Thursday, 30 October 2014

The New Aesthetic


Part of a series exploring Pervasive Play - see the other posts in the series

During the last 10 years we have seen the implementation of new frameworks for social networking in a virtual world. Due to the methods and tools we have, there is still divide between the virtual and physical.

New strategies have recently come to light about our use of technology in the everyday, including that of British writer and artist, James Bridle who conceived the term The New Aesthetic (Bridle, 2011) which continued as a research project and observation of the growing use of digital technology and the internet in the physical world.

"One of the core themes of the New Aesthetic has been our collaboration with technology … a way of seeing that seems to reveal a blurring between “the real” and “the digital”, the physical and the virtual, the human and the machine. It should also be clear that this ‘look’ is a metaphor for understanding and communicating the experience of a world in which the New Aesthetic is increasingly pervasive." (Bridle, 2012)
Bridle’s platform about The New Aesthetic exists, not in printed books, but on the internet as e-books, videos of talks, blogs, essays, comments, likes and shares.

For further reading on the discussion about The New Aesthetic, start with Bruce Sterling's 2012 essay.

Due to the immediacy of the internet, this has allowed debate and discussion on the timely subject, resulting in new thinking and practice. What is happening is that we are now starting to make sense of how digital and physical can work together, instead of separately from one another.

The layering of technology into our everyday lives is something which can be quite strange, yet it becomes almost impossible to not be affected by it in some way. Devices provide us with roaming internet connections, providing satellite GPS data and maps which not only guide us, but can also track and monitor our actions.

There has been an increasing amount of artists using developments in technology as part of their practice by coding, hacking and prototyping electronics as these advances become more accessible.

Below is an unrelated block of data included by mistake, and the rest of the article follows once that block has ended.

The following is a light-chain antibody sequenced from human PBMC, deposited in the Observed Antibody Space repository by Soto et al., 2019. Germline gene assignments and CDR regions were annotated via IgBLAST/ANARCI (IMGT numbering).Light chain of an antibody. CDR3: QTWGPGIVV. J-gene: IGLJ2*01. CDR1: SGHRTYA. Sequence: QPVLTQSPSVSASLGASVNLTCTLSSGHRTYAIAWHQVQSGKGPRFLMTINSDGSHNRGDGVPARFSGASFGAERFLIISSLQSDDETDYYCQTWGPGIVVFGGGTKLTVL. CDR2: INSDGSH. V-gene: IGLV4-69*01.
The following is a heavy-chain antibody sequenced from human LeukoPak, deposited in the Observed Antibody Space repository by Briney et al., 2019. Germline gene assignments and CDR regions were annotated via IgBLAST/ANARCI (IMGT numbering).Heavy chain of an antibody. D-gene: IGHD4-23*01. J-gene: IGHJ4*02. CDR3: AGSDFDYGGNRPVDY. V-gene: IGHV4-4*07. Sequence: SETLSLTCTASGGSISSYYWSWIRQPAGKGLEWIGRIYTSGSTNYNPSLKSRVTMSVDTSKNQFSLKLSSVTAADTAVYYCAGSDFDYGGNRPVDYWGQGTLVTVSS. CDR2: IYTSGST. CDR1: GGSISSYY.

Fig. 1. Surveillance Spaulder (2013)
Fig. 2. Surveillance Spaulder (2013)

As an example, Bridle’s Surveillance Spaulder (2013 see fig. 1 & 2) is a political reaction to the technology of surveillance. The conceptual, wearable technology detects CCTV surveillance and alerts the wearer by means of a small electric shock to their body. “...it focuses information on the body and draws the wearer’s attention to the external systems trained upon them” (Bridle, 2013)


Surveillance Spaulder from stml on Vimeo.

The most interesting thing is viewing how technology has been played with, changing how the CCTV infrastructure and people of a city work together.

My linking of digital art, The New Aesthetic and pervasive play is to discuss how technology can become integrated physically as part of gameplay, to give meaning, purpose, interactivity and connections to people, places and objects.

Read more at Part IV – The Internet of Things

Part of a series exploring Pervasive Play - see the other posts in the series


Reference
Bridle, J. (2014) The New Aesthetic. Available from: http://new-aesthetic.tumblr.com/ [Accessed 1 April 2014].

Bridle, J. (2013) Surveillance Spaulder. Available from: http://booktwo.org/notebook/surveillance-spaulder/ [Accessed 29 April 2014].


Bridle, J. (2012) #sxaesthetic: Report from Austin, Texas, on the New Aesthetic Panel at SXSW. Available from: http://booktwo.org/notebook/sxaesthetic/[Accessed 1 April 2014].

Bridle, J. (2011) The New Aesthetic. Available from: http://www.riglondon.com/blog/2011/05/06/the-new-aesthetic/ [Accessed Feb 2014].

Sterling, Bruce. (2012) An Essay on the New Aesthetic, Beyond The Beyond, Wired. Available from: http://www.wired.com/2012/04/an-essay-on-the-new-aesthetic/ [Accessed Feb 2014].

Images 
Figure 1. Bridle, J. (2013) Surveillance Spaulder [Photograph] At: https://www.flickr.com/photos/stml/sets/72157638578632154/ (Accessed on 29 April 2014).

Figure 2. Bridle, J. (2013) Surveillance Spaulder [Photograph] At: https://www.flickr.com/photos/stml/sets/72157638578632154/ (Accessed on 29 April 2014).